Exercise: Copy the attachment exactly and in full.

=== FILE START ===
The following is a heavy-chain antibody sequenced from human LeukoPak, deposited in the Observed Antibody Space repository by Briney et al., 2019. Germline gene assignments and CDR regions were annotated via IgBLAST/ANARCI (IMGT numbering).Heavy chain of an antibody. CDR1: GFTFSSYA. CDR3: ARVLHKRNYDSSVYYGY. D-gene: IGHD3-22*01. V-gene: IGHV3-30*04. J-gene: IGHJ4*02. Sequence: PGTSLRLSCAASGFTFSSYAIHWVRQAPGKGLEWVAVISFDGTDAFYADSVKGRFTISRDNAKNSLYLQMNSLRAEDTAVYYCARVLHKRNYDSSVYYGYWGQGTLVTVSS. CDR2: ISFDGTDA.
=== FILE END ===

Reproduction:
The following is a heavy-chain antibody sequenced from human LeukoPak, deposited in the Observed Antibody Space repository by Briney et al., 2019. Germline gene assignments and CDR regions were annotated via IgBLAST/ANARCI (IMGT numbering).Heavy chain of an antibody. CDR1: GFTFSSYA. CDR3: ARVLHKRNYDSSVYYGY. D-gene: IGHD3-22*01. V-gene: IGHV3-30*04. J-gene: IGHJ4*02. Sequence: PGTSLRLSCAASGFTFSSYAIHWVRQAPGKGLEWVAVISFDGTDAFYADSVKGRFTISRDNAKNSLYLQMNSLRAEDTAVYYCARVLHKRNYDSSVYYGYWGQGTLVTVSS. CDR2: ISFDGTDA.